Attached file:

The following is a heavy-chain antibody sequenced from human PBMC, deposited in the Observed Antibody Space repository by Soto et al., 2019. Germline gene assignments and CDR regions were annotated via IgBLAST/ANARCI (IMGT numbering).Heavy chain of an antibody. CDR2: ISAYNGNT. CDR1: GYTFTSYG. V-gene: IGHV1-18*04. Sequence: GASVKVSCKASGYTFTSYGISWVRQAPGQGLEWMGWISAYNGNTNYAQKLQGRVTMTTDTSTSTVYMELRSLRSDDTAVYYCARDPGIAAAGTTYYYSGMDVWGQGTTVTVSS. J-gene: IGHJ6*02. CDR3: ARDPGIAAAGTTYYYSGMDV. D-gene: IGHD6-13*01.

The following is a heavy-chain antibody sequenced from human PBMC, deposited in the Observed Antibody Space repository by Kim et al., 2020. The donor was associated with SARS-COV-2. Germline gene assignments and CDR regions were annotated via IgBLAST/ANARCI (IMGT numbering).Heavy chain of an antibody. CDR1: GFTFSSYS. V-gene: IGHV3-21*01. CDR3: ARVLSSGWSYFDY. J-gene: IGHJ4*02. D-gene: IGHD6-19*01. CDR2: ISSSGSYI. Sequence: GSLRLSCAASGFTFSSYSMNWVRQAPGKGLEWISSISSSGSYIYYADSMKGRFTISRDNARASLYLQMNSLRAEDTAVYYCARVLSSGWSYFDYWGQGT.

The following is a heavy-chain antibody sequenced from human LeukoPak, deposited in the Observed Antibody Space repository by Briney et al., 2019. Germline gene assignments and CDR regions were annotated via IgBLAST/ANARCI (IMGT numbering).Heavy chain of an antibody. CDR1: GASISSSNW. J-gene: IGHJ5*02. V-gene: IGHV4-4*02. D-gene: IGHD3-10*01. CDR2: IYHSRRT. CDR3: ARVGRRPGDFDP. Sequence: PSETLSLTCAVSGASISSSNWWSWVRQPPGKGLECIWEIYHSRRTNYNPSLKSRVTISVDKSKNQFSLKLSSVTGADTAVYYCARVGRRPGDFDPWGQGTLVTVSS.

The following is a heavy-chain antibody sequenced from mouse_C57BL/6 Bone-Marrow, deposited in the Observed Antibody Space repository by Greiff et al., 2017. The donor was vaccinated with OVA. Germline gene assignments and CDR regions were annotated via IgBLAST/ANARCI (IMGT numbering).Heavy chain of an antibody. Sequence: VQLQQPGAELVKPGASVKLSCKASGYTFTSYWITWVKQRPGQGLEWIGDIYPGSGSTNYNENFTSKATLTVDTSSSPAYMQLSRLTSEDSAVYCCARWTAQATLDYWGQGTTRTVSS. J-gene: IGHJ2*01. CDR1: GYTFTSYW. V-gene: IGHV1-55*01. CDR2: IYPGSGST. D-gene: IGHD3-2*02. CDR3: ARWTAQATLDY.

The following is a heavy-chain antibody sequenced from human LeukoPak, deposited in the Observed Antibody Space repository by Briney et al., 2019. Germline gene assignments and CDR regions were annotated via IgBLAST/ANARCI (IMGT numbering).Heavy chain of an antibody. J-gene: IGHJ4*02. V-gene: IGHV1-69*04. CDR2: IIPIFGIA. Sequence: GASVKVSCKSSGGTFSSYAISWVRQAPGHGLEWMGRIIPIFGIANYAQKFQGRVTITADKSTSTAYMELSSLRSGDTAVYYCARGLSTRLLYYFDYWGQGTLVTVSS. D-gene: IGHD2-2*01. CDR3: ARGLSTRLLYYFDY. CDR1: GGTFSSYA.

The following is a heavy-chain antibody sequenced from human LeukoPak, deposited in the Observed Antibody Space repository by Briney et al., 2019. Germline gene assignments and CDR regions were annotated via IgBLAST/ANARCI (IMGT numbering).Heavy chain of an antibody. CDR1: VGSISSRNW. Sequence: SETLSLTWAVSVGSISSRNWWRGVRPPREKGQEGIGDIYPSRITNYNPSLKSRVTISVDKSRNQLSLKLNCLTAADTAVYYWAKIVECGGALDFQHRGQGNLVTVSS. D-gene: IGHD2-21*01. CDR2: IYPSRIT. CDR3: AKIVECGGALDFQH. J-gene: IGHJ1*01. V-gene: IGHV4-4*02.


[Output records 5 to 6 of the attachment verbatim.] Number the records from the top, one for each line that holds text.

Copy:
The following is a heavy-chain antibody sequenced from human LeukoPak, deposited in the Observed Antibody Space repository by Briney et al., 2019. Germline gene assignments and CDR regions were annotated via IgBLAST/ANARCI (IMGT numbering).Heavy chain of an antibody. J-gene: IGHJ4*02. V-gene: IGHV1-69*04. CDR2: IIPIFGIA. Sequence: GASVKVSCKSSGGTFSSYAISWVRQAPGHGLEWMGRIIPIFGIANYAQKFQGRVTITADKSTSTAYMELSSLRSGDTAVYYCARGLSTRLLYYFDYWGQGTLVTVSS. D-gene: IGHD2-2*01. CDR3: ARGLSTRLLYYFDY. CDR1: GGTFSSYA.

The following is a heavy-chain antibody sequenced from human LeukoPak, deposited in the Observed Antibody Space repository by Briney et al., 2019. Germline gene assignments and CDR regions were annotated via IgBLAST/ANARCI (IMGT numbering).Heavy chain of an antibody. CDR1: VGSISSRNW. Sequence: SETLSLTWAVSVGSISSRNWWRGVRPPREKGQEGIGDIYPSRITNYNPSLKSRVTISVDKSRNQLSLKLNCLTAADTAVYYWAKIVECGGALDFQHRGQGNLVTVSS. D-gene: IGHD2-21*01. CDR2: IYPSRIT. CDR3: AKIVECGGALDFQH. J-gene: IGHJ1*01. V-gene: IGHV4-4*02.